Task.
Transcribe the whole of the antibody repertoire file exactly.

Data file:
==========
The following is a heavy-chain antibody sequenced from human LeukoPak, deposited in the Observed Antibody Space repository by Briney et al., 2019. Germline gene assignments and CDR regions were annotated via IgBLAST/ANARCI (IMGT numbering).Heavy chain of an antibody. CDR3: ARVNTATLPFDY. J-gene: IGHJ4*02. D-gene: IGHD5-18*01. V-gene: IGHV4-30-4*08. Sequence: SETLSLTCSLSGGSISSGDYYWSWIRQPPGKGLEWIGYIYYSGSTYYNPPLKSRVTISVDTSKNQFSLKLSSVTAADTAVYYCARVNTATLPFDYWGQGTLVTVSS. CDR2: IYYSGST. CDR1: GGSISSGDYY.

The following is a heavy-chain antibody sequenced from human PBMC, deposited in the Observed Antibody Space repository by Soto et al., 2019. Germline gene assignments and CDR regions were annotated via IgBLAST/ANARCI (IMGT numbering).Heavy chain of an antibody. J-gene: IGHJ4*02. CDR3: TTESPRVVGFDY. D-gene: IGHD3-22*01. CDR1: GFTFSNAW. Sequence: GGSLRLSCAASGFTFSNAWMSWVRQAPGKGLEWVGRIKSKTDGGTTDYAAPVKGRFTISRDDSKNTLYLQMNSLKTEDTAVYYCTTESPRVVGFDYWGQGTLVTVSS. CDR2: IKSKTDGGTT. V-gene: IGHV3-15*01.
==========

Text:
The following is a heavy-chain antibody sequenced from human LeukoPak, deposited in the Observed Antibody Space repository by Briney et al., 2019. Germline gene assignments and CDR regions were annotated via IgBLAST/ANARCI (IMGT numbering).Heavy chain of an antibody. CDR3: ARVNTATLPFDY. J-gene: IGHJ4*02. D-gene: IGHD5-18*01. V-gene: IGHV4-30-4*08. Sequence: SETLSLTCSLSGGSISSGDYYWSWIRQPPGKGLEWIGYIYYSGSTYYNPPLKSRVTISVDTSKNQFSLKLSSVTAADTAVYYCARVNTATLPFDYWGQGTLVTVSS. CDR2: IYYSGST. CDR1: GGSISSGDYY.

The following is a heavy-chain antibody sequenced from human PBMC, deposited in the Observed Antibody Space repository by Soto et al., 2019. Germline gene assignments and CDR regions were annotated via IgBLAST/ANARCI (IMGT numbering).Heavy chain of an antibody. J-gene: IGHJ4*02. CDR3: TTESPRVVGFDY. D-gene: IGHD3-22*01. CDR1: GFTFSNAW. Sequence: GGSLRLSCAASGFTFSNAWMSWVRQAPGKGLEWVGRIKSKTDGGTTDYAAPVKGRFTISRDDSKNTLYLQMNSLKTEDTAVYYCTTESPRVVGFDYWGQGTLVTVSS. CDR2: IKSKTDGGTT. V-gene: IGHV3-15*01.